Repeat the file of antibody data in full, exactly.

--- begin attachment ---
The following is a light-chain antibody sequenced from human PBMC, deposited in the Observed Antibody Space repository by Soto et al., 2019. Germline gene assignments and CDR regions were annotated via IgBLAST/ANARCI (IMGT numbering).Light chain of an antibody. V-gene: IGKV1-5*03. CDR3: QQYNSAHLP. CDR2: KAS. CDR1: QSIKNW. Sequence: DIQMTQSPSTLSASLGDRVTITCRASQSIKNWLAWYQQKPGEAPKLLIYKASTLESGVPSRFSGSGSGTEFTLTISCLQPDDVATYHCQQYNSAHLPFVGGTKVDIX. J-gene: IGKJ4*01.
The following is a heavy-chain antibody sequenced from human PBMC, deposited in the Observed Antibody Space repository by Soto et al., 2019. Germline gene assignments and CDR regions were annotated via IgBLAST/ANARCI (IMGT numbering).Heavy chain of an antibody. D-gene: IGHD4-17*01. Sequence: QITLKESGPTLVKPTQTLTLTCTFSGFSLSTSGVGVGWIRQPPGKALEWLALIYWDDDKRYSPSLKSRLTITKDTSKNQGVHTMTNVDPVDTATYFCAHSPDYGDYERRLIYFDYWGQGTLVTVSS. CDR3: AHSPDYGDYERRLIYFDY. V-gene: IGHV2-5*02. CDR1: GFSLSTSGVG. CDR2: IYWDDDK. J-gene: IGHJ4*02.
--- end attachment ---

The following is a light-chain antibody sequenced from human PBMC, deposited in the Observed Antibody Space repository by Soto et al., 2019. Germline gene assignments and CDR regions were annotated via IgBLAST/ANARCI (IMGT numbering).Light chain of an antibody. V-gene: IGKV1-5*03. CDR3: QQYNSAHLP. CDR2: KAS. CDR1: QSIKNW. Sequence: DIQMTQSPSTLSASLGDRVTITCRASQSIKNWLAWYQQKPGEAPKLLIYKASTLESGVPSRFSGSGSGTEFTLTISCLQPDDVATYHCQQYNSAHLPFVGGTKVDIX. J-gene: IGKJ4*01.
The following is a heavy-chain antibody sequenced from human PBMC, deposited in the Observed Antibody Space repository by Soto et al., 2019. Germline gene assignments and CDR regions were annotated via IgBLAST/ANARCI (IMGT numbering).Heavy chain of an antibody. D-gene: IGHD4-17*01. Sequence: QITLKESGPTLVKPTQTLTLTCTFSGFSLSTSGVGVGWIRQPPGKALEWLALIYWDDDKRYSPSLKSRLTITKDTSKNQGVHTMTNVDPVDTATYFCAHSPDYGDYERRLIYFDYWGQGTLVTVSS. CDR3: AHSPDYGDYERRLIYFDY. V-gene: IGHV2-5*02. CDR1: GFSLSTSGVG. CDR2: IYWDDDK. J-gene: IGHJ4*02.